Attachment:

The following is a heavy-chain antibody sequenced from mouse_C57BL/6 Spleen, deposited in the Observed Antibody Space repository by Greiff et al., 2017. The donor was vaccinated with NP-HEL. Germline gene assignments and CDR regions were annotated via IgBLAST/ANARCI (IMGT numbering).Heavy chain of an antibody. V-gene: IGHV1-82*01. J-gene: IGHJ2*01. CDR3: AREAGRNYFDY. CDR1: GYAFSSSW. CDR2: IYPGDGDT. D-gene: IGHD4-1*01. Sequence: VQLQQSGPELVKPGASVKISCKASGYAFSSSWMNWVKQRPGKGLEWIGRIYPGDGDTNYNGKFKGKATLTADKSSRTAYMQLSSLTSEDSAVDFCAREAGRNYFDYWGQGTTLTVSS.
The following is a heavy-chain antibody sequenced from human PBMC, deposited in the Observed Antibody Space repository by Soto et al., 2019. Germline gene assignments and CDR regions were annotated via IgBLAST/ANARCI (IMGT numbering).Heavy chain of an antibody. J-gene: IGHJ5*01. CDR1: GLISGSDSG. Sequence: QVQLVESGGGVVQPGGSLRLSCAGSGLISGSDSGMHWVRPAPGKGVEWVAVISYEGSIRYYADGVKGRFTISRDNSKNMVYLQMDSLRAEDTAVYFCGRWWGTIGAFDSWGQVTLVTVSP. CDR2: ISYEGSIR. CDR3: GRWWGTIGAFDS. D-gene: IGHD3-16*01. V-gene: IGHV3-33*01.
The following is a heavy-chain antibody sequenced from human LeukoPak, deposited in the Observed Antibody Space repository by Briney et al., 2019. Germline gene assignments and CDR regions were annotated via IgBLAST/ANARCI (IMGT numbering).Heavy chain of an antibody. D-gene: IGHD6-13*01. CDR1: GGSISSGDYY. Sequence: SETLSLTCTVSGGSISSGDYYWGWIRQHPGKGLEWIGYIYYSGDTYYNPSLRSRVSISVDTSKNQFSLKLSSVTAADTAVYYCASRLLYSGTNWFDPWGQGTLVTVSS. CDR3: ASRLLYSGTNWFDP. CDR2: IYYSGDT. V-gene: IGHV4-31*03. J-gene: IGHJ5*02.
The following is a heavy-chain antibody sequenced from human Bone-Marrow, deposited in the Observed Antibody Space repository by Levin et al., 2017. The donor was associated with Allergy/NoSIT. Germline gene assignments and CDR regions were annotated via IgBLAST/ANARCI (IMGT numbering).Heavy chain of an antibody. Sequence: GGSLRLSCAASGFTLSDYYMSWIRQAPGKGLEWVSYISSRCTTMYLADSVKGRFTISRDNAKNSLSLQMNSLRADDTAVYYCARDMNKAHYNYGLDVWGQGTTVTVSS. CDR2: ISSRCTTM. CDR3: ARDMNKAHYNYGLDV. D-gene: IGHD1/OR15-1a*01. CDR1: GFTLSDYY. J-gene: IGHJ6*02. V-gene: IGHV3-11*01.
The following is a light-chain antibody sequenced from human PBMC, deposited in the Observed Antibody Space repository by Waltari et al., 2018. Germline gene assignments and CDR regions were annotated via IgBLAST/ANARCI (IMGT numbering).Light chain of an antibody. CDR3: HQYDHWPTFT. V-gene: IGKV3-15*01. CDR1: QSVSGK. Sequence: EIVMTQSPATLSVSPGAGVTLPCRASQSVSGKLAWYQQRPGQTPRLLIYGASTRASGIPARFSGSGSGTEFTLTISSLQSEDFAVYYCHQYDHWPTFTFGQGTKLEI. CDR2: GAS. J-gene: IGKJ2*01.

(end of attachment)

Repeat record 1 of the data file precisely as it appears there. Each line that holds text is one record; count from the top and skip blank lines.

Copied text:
The following is a heavy-chain antibody sequenced from mouse_C57BL/6 Spleen, deposited in the Observed Antibody Space repository by Greiff et al., 2017. The donor was vaccinated with NP-HEL. Germline gene assignments and CDR regions were annotated via IgBLAST/ANARCI (IMGT numbering).Heavy chain of an antibody. V-gene: IGHV1-82*01. J-gene: IGHJ2*01. CDR3: AREAGRNYFDY. CDR1: GYAFSSSW. CDR2: IYPGDGDT. D-gene: IGHD4-1*01. Sequence: VQLQQSGPELVKPGASVKISCKASGYAFSSSWMNWVKQRPGKGLEWIGRIYPGDGDTNYNGKFKGKATLTADKSSRTAYMQLSSLTSEDSAVDFCAREAGRNYFDYWGQGTTLTVSS.